Simulations - Bridging from thwarted innovation to disruptive technology


Gartner Research dubbed simulation the new "killer
application" in e-learning (Lundy et al., 2002) but even
assuming the best estimates for the adoption of simulations,
they represent a tiny proportion of the annual spend in
training and education. Considerable research has been done
to evaluate the effectiveness of simulations and, by and
large, the results suggest that simulations are effective but
there are doubts about even the most fundamental claims of
the efficacy of simulations (Feinstein and Cannon, 2002)
partly because there isn’t a clear, acceptable methodology,
partly because there is no real agreement on definitions, and
partly because there is little agreement on what should be
evaluated. Burns et al. (1990) consider the multi-fold
problem with evaluating experiential pedagogies stating that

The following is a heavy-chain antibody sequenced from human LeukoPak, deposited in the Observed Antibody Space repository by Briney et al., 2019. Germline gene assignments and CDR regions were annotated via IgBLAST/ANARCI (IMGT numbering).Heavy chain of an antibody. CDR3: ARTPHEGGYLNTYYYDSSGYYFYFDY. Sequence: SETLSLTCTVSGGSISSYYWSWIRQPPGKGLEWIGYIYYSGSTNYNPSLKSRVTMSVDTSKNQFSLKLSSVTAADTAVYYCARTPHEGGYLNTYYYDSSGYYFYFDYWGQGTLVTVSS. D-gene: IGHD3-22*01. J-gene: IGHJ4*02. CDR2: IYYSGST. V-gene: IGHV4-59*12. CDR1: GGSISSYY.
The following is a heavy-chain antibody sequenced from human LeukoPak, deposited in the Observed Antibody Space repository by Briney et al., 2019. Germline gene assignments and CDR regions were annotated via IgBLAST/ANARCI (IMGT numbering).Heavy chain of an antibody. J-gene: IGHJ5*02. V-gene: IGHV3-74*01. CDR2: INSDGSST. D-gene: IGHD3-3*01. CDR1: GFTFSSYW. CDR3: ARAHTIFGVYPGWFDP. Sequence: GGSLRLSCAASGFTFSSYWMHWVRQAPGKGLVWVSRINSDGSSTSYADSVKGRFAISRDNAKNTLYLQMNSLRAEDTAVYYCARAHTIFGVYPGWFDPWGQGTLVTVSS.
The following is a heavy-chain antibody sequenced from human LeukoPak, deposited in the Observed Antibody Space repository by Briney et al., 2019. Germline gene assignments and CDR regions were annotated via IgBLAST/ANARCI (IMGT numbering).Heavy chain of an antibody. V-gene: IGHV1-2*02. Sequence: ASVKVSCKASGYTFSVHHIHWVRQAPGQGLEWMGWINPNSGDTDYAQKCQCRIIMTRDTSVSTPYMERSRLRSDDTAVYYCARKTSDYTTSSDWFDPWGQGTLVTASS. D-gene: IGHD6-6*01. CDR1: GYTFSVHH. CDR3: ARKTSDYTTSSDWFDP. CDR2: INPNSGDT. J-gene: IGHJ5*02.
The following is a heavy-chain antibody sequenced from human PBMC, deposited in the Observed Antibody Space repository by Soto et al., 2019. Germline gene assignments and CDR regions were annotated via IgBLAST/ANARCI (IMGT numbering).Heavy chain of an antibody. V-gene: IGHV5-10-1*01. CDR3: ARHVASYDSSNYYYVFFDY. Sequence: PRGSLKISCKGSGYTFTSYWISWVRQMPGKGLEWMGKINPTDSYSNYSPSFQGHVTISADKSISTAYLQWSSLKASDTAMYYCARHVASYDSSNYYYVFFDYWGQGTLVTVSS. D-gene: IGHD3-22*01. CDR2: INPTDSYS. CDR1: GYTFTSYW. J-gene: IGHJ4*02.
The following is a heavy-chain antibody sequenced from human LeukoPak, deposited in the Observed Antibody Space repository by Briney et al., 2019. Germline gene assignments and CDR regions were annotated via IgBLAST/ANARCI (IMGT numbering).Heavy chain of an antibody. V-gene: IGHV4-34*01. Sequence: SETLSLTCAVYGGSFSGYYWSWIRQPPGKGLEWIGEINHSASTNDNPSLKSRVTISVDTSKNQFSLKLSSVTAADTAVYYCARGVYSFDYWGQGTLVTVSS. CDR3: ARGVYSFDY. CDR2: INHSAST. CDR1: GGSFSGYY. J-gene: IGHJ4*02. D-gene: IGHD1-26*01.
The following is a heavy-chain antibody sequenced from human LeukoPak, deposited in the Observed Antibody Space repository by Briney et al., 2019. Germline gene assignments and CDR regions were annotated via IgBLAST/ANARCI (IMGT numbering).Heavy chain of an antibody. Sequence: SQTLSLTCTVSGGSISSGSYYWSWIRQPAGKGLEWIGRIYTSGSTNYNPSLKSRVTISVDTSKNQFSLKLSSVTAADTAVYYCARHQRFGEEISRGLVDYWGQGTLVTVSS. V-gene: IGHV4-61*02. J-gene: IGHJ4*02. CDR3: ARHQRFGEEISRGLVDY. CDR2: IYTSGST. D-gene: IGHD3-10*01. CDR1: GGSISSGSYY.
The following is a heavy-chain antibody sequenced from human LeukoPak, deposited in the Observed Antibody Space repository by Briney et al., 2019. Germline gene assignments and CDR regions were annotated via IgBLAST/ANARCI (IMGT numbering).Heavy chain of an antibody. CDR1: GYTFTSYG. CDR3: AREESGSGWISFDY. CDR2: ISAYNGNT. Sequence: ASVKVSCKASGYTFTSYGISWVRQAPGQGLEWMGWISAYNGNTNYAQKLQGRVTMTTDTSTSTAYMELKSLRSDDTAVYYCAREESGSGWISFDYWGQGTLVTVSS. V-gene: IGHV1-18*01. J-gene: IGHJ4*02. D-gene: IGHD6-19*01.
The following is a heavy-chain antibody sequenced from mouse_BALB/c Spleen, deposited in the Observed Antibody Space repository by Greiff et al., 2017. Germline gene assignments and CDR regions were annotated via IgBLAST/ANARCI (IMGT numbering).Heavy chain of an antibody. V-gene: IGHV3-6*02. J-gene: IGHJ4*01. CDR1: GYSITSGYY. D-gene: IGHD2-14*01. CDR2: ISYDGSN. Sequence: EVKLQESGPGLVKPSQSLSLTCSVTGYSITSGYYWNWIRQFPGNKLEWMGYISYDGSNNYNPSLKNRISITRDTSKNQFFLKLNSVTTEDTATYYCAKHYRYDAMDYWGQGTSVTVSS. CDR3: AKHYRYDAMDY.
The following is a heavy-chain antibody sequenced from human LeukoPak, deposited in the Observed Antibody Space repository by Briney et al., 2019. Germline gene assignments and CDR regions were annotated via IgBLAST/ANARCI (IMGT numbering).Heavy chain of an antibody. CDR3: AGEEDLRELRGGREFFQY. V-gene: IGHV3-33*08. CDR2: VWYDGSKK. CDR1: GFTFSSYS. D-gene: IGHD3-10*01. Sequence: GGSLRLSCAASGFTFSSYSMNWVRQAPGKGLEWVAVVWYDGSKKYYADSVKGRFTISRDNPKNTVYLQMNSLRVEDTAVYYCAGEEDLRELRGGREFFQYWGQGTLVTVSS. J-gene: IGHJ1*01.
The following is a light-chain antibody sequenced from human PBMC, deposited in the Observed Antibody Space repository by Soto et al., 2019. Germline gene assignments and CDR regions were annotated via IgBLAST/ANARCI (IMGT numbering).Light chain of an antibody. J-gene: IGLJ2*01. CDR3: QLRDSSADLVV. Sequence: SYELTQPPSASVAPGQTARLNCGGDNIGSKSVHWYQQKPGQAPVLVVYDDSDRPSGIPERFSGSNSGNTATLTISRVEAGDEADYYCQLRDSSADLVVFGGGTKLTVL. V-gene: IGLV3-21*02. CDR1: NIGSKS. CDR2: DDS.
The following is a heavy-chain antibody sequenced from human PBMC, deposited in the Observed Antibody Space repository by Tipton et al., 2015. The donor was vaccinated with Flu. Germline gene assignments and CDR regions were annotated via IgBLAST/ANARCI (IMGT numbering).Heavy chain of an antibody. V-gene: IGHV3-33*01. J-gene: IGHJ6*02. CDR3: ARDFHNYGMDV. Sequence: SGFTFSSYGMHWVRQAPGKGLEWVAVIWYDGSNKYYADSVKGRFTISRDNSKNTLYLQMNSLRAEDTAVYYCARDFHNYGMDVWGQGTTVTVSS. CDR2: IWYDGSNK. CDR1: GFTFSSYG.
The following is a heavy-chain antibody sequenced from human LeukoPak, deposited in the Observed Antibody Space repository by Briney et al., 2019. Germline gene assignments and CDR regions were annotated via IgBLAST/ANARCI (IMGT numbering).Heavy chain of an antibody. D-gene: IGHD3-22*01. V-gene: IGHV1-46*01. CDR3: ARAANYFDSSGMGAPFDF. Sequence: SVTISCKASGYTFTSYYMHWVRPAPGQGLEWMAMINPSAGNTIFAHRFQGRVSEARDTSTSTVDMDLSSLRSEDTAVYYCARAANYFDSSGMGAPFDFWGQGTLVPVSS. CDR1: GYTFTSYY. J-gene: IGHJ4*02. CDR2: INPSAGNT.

there is firstly a need to compare the efficacy to ‘traditional’
approaches, and there is a need to compare alternative
experiential pedagogies competing to achieve the same
learning. Not surprisingly, they note a paucity of solid
empirical evidence regarding the relative effectiveness of
experiential techniques. Other authors (e.g. Pierfy, 1977)
note two particular problems with respect to evaluating
simulations or experiential techniques: the first being the
conceptual problems pertaining to definitions, domain
boundaries and the theoretical basis which underpin and
frame pedagogical research. The second fundamental
problem is that there remain significant methodological
difficulties including experimental design, constraints
within the organisations and institutions, time
considerations and ethical questions associated with any
comparative study.
This paper does not intend to argue in favor of one
approach, method or definition over another but to consider
why simulations have not yet emerged as training and
education’s “killer application” and how it may be possible
to bridge from being a thwarted innovation (Zemsky &
Massy, 2004) to a disruptive technology (Christensen,
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